Thoughts: I found this foray into Jacky's adventures quite misnamed and fairly boring. I was sure that the focus of the story would be a much more satisfying adventure throughout Asia, rather than a weak lucky break in one small Asian city that is wrapped up quickly and uninspiring. What occurs once back in England felt much too self-serving and not very interesting.

And the end. Oh lord, the end. Melodramatic barely covers it.

Really, really hoping that Viva Jacquelina! isn't My Bonny Light Horseman 2.0!

Rating: 3.08

Liked: 3
Plot: 2.5
Characterization: 3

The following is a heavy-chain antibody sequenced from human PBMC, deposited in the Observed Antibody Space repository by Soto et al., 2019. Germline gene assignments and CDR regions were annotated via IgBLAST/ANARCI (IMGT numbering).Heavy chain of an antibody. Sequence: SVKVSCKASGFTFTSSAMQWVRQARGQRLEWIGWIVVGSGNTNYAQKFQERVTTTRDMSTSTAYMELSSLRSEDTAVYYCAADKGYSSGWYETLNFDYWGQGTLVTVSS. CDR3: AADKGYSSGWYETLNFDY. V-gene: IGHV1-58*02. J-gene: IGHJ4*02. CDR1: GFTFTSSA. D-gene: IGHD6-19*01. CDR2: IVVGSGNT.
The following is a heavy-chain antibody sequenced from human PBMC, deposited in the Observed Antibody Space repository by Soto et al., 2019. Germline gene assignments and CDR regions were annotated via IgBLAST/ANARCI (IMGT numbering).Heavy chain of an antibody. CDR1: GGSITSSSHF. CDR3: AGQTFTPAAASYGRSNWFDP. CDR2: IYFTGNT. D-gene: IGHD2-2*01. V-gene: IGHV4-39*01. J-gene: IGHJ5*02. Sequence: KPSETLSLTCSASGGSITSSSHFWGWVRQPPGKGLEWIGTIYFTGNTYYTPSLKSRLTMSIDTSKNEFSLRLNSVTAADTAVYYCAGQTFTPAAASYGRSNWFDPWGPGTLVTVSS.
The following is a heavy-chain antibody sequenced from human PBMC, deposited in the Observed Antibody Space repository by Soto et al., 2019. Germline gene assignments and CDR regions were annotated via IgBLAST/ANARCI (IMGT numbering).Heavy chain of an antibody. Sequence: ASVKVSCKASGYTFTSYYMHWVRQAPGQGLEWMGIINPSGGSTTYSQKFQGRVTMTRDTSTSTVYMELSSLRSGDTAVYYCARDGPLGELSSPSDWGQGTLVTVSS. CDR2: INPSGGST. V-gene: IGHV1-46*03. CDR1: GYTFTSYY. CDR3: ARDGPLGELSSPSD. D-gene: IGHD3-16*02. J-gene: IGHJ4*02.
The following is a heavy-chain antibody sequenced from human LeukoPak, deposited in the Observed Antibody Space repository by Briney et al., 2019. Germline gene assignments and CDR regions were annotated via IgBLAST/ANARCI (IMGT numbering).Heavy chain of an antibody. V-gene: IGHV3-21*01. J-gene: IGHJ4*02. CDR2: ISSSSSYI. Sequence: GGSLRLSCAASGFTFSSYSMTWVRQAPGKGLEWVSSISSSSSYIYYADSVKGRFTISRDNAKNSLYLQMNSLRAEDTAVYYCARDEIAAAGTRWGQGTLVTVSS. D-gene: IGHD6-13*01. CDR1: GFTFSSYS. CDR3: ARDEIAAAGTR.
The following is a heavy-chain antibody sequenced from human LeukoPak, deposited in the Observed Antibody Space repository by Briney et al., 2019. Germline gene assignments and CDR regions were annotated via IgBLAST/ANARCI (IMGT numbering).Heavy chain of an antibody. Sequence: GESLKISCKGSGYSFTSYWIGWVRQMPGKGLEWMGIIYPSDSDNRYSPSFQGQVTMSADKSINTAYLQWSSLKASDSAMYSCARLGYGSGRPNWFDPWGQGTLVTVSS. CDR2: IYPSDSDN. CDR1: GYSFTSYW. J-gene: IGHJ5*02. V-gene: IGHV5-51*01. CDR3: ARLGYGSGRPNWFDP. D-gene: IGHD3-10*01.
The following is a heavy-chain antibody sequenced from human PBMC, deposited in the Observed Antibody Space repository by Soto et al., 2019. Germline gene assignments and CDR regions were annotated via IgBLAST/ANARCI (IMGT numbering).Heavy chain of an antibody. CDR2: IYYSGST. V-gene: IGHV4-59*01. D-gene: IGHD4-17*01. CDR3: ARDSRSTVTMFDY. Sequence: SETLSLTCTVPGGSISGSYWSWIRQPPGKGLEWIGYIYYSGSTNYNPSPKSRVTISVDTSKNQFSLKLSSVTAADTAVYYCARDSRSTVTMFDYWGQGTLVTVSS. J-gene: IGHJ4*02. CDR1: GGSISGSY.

Writing: 3
Audio: 4

http://www.librarything.com/topic/160137#4337337 ( )
  leahbird | Jul 5, 2015 |
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L. A. Meyerprimær forfatteralle udgaverberegnet
Kellgren, KatherineFortællermedforfatternogle udgaverbekræftet

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In 1807, having survived a typhoon in the East Indies, Jacky Faber makes her way to London to seek a pardon for herself and her betrothed, Jaimy Fletcher, who, posing as a highwayman, is trying to avenge her supposed death.